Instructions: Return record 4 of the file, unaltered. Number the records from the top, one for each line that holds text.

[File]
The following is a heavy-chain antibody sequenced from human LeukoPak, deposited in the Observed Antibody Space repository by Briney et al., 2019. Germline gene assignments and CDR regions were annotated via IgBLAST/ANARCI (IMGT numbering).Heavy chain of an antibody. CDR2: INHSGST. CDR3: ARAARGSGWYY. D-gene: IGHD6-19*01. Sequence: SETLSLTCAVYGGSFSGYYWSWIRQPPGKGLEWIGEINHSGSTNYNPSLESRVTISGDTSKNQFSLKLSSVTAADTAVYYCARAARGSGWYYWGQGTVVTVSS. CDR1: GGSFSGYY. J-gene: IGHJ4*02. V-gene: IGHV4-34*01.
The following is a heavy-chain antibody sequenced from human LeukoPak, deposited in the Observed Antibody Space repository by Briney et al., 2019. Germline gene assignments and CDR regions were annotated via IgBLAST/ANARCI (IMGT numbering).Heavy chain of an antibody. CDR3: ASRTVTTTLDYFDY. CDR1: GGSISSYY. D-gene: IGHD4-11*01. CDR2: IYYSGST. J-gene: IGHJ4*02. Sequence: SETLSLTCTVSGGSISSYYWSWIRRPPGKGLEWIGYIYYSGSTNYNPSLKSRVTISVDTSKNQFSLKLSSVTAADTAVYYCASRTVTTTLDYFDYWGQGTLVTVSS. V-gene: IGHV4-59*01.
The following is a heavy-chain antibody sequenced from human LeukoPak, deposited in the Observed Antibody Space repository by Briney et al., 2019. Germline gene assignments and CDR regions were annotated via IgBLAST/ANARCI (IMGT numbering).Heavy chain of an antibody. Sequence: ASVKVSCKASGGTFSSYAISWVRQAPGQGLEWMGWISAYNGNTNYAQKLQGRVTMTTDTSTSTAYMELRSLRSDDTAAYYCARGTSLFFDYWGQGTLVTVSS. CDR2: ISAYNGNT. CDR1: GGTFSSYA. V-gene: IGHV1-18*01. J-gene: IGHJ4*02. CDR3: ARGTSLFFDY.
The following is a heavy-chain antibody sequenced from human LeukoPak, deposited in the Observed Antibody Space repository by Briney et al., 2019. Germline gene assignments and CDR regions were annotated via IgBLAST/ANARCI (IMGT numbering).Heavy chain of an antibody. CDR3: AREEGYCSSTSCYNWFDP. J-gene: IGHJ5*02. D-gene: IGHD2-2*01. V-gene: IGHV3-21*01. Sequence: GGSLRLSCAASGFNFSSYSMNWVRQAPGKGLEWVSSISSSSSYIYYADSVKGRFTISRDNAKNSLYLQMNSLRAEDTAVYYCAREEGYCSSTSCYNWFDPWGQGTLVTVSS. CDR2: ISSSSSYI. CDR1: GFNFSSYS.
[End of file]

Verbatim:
The following is a heavy-chain antibody sequenced from human LeukoPak, deposited in the Observed Antibody Space repository by Briney et al., 2019. Germline gene assignments and CDR regions were annotated via IgBLAST/ANARCI (IMGT numbering).Heavy chain of an antibody. CDR3: AREEGYCSSTSCYNWFDP. J-gene: IGHJ5*02. D-gene: IGHD2-2*01. V-gene: IGHV3-21*01. Sequence: GGSLRLSCAASGFNFSSYSMNWVRQAPGKGLEWVSSISSSSSYIYYADSVKGRFTISRDNAKNSLYLQMNSLRAEDTAVYYCAREEGYCSSTSCYNWFDPWGQGTLVTVSS. CDR2: ISSSSSYI. CDR1: GFNFSSYS.